The Dinosaur Freeway reveals about 80 tracksites in a single rock formation ranging from northern New Mexico to northern Colorado. These sites preserve tracks made by animals of varying sizes, and many indicate that the dinosaurs that made them were moving parallel to each other. Most of the tracks were made by ornithopod dinosaurs (a group of herbivorous dinosaurs that includes duck-billed and iguanodontid dinosaurs), though some were made by bipedal theropod dinosaurs (including shorebirds) and crocodilians.
One easily accessible fossil site along the Dinosaur Freeway is the Dinosaur Ridge portion of the Morrison-Golden Fossil Area National Natural Landmark near Denver, Colorado. This area contains many ornithopod and theropod tracks. The tracks are found in different layers of sandstone, indicating that the animals walked through the area at different times.
An interesting European dinosaur tracksite can be found near Fátima, Portugal. The tracks were discovered in the bottom of the Pedreiros do Galinha limestone quarry in 1994. They were made in shallow marine sediments during the middle of the Jurassic Period, about 170 million years ago. Large, long-necked, herbivorous dinosaurs, called sauropods, apparently produced the footprints. These Galinha sauropod tracks are notable for being particularly large and well-preserved, and the site was dedicated as a national monument by the Portuguese government in 1996 (Monumento Natural das Pegadas dos Dinossáurios da Serra de Aire). Visitors to Fátima can see the tracks and learn more about them at the visitor center.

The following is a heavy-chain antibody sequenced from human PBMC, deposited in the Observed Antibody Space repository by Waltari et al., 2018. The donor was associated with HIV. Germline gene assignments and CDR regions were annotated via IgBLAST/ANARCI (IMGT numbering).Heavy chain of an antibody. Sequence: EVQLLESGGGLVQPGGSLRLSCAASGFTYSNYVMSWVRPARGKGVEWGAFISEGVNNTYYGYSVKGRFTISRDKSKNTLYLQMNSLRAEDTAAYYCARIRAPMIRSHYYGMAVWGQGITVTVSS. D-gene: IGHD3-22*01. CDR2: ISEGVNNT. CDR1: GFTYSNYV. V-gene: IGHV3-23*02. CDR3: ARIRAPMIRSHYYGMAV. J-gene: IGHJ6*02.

Spectacular fossil tracks have been discovered high in the Andes in Bolivia. These tracks were made near the end of the Cretaceous Period around 66 million years ago. Since then, geologic forces have tilted the track beds, forming a steeply angled wall. Workers in a cement quarry discovered the site in 1994, and now over 5,000 dinosaur tracks have been found in what is now Parque Cretácico in Cal Orck'o. The site includes tracks made by ankylosaurs, armored herbivorous dinosaurs that walked around like prehistoric tanks. Ankylosaur tracks were thought to be rare before the discovery at Cal Orck'o. For many years, people doubted that ankylosaurs had lived in South America at all. Theropod and sauropod tracks have also been found at the site, as well as bones from turtles, fish, and crocodilians. Unfortunately a large section of the wall with the best trackways fell down in 2010. Although this section was lost, photographs of the site are among the most spectacular dinosaur track images ever taken.